Our run of Der Freischütz at West Bay Opera concluded on Sunday. The innovative direction by Yuval Sharon had its fans and its detractors, but the singing was pretty well universally praised.
As a member of the chorus, I was happy to see the critics’ response to our singing overall. San Francisco Classical Voice‘s Jeff Kaliss noted “the strength of the West Bay Opera choral ensemble.” Mort Levine from the Milpitas Post praised “the full-throated choral singing.” It’s nice to see reviews of the West Bay Opera chorus that don’t focus on how small it is. At 24 voices, the Der Freischütz chorus is as big as the company can put on the stage at the Lucie Stern Theatre.
I’ve sung in several good choruses at West Bay, but this one was especially fine. I’d like to call our tenor section, pictured above, the “Kings of the High A’s” given the high tessitura of Weber’s tenor choral writing. Weber divides the tenor section three ways at times. Depending on which parts you are singing, you can go from 43 high A’s for a Tenor II to 94 high A’s for a Tenor I singing the Jäger part in Acts I and III. It’s demanding, especially for a 6-voice section, but I think we nailed it.
From left to right, that’s James Pintner, Alexander Frank, Thomas Ellison, Vincent Rubino, Michael Good, and Terry Hayes. We’re backstage at West Bay in our hunter / townsfolk attire. Thanks to fellow chorister Dee Baily for taking the picture. Our co-chorus masters were Hadley McCarroll and Bruce Olstad. It was thrilling singing and performing with everyone. Let’s do it again sometime!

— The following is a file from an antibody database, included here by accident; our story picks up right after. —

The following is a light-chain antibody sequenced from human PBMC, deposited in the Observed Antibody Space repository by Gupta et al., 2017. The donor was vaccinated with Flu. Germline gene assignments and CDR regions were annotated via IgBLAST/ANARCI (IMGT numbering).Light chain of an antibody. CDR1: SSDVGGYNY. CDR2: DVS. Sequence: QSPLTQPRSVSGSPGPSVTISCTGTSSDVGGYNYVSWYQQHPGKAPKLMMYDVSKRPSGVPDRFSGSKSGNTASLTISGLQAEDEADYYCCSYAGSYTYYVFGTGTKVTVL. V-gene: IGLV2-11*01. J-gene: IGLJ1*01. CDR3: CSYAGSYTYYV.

Now it’s on to my debut with the San Francisco Symphony Chorus in Mahler’s Resurrection Symphony. Jim and Tom are in the tenor section there as well. It’s quite something to be singing this work for the first time, in my first performance with this chorus, when at least 3/4 of the chorus have sung and recorded this symphony with MTT. (I’ll be on a more equal footing for the next program, featuring Swedish choral works that perhaps nobody else in the chorus has sung before either.) Performances are next week from March 11 to March 14 at Davies Symphony Hall in San Francisco.
This is a scary picture.
It was a scary show! The Wolf's Glen scene portrayed Samiel as a werewolf, and included 7 dancing zombies – one for each bullet that had already found its mark. At least we didn't pose with our hunting rifles for this picture.